Fresh approaches and techniques were a rare commodity on American public television at the end of the Reagan era. Unfortunately, audiences were not particularly receptive to programs that broke rules and took chances, especially in what used to be called the Bible Belt.
“The ITVS mandate to support innovation has not really changed in terms of our central mission,” says Saiz. “What has changed since the early years is how ITVS, through peer review and internal vetting, identifies what kinds of innovative programs are viable for public broadcasting. We learned early on that while we appreciated and valued experimentation on the part of directors, those programs also had to play to a mass TV audience.”
Claire Aguilar was the program director at KCET, L.A.’s public TV station, and a member of ITVS’s board of directors throughout the 1990s. A highly rated station in a multi-cultural market, KCET aired countless ITVS-funded programs presented through various PBS strands, including A Healthy Baby Girl (P.O.V.), The Gate of Heavenly Peace (Frontline) and Daughter from Danang (American Experience), as well as series and one-offs like The Fight in the Fields: Cesar Chavez and the Farmworkers’ Struggle. But not every station was as receptive.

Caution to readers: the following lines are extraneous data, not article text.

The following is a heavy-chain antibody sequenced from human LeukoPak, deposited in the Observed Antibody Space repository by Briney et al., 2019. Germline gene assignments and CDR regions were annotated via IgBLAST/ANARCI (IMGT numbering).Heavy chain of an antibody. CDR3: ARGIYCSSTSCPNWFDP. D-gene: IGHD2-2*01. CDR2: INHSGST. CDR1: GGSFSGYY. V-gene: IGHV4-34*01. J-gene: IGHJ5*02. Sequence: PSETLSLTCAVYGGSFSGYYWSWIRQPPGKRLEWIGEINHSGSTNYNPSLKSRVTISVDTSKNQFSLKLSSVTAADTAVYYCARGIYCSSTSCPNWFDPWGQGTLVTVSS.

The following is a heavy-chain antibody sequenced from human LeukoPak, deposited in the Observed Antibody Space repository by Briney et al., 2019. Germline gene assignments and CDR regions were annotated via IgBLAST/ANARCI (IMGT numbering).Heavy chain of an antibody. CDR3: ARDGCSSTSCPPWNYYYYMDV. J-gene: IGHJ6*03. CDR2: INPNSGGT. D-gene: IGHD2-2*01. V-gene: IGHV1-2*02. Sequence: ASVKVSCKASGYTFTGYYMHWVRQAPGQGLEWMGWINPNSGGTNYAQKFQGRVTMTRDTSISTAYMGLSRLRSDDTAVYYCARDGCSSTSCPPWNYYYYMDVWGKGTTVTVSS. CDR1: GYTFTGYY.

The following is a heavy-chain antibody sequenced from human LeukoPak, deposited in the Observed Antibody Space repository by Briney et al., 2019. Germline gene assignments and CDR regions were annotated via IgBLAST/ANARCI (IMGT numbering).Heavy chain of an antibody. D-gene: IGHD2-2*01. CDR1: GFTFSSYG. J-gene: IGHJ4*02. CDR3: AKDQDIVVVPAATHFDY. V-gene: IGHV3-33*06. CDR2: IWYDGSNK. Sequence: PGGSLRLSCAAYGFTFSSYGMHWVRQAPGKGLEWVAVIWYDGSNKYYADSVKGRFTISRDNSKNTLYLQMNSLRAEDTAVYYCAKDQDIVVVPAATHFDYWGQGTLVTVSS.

“ITVS's reputation was [for] programming that was either about minorities, or gays or lesbians, or controversial (about abortion, Middle East or LGBT issues),” Aguilar remembers. “What turned around, I think, was programming for underserved audiences and populations like The Farmer's Wife that spoke to rural communities and represented a way of life that urban America never saw. When it aired on Frontline as a special long documentary, stations were compelled to air it on prime time.”